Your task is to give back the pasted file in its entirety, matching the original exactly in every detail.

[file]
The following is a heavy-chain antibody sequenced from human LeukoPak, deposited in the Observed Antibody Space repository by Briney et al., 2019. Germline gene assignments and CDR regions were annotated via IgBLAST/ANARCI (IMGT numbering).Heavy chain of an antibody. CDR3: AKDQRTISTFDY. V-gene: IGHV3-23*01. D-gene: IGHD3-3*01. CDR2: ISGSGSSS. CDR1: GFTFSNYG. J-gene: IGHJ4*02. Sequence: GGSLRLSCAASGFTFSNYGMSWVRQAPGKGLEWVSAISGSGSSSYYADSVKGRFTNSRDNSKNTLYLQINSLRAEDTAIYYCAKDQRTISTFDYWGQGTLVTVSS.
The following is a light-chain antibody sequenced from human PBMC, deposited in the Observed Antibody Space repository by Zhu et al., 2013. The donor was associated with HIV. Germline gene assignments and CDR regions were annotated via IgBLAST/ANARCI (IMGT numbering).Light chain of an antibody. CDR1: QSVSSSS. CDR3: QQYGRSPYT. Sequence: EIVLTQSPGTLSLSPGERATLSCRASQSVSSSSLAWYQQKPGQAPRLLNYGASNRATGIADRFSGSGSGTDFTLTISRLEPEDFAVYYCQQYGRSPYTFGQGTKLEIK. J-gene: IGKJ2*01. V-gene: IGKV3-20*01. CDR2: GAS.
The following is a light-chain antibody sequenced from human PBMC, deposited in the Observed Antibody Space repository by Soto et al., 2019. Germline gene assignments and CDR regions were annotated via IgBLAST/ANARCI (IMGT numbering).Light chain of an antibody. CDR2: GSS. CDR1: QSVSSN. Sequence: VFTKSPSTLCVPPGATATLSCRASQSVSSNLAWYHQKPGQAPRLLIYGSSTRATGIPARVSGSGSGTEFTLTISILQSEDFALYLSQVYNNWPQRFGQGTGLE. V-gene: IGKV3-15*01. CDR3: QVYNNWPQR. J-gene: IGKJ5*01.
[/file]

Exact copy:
The following is a heavy-chain antibody sequenced from human LeukoPak, deposited in the Observed Antibody Space repository by Briney et al., 2019. Germline gene assignments and CDR regions were annotated via IgBLAST/ANARCI (IMGT numbering).Heavy chain of an antibody. CDR3: AKDQRTISTFDY. V-gene: IGHV3-23*01. D-gene: IGHD3-3*01. CDR2: ISGSGSSS. CDR1: GFTFSNYG. J-gene: IGHJ4*02. Sequence: GGSLRLSCAASGFTFSNYGMSWVRQAPGKGLEWVSAISGSGSSSYYADSVKGRFTNSRDNSKNTLYLQINSLRAEDTAIYYCAKDQRTISTFDYWGQGTLVTVSS.
The following is a light-chain antibody sequenced from human PBMC, deposited in the Observed Antibody Space repository by Zhu et al., 2013. The donor was associated with HIV. Germline gene assignments and CDR regions were annotated via IgBLAST/ANARCI (IMGT numbering).Light chain of an antibody. CDR1: QSVSSSS. CDR3: QQYGRSPYT. Sequence: EIVLTQSPGTLSLSPGERATLSCRASQSVSSSSLAWYQQKPGQAPRLLNYGASNRATGIADRFSGSGSGTDFTLTISRLEPEDFAVYYCQQYGRSPYTFGQGTKLEIK. J-gene: IGKJ2*01. V-gene: IGKV3-20*01. CDR2: GAS.
The following is a light-chain antibody sequenced from human PBMC, deposited in the Observed Antibody Space repository by Soto et al., 2019. Germline gene assignments and CDR regions were annotated via IgBLAST/ANARCI (IMGT numbering).Light chain of an antibody. CDR2: GSS. CDR1: QSVSSN. Sequence: VFTKSPSTLCVPPGATATLSCRASQSVSSNLAWYHQKPGQAPRLLIYGSSTRATGIPARVSGSGSGTEFTLTISILQSEDFALYLSQVYNNWPQRFGQGTGLE. V-gene: IGKV3-15*01. CDR3: QVYNNWPQR. J-gene: IGKJ5*01.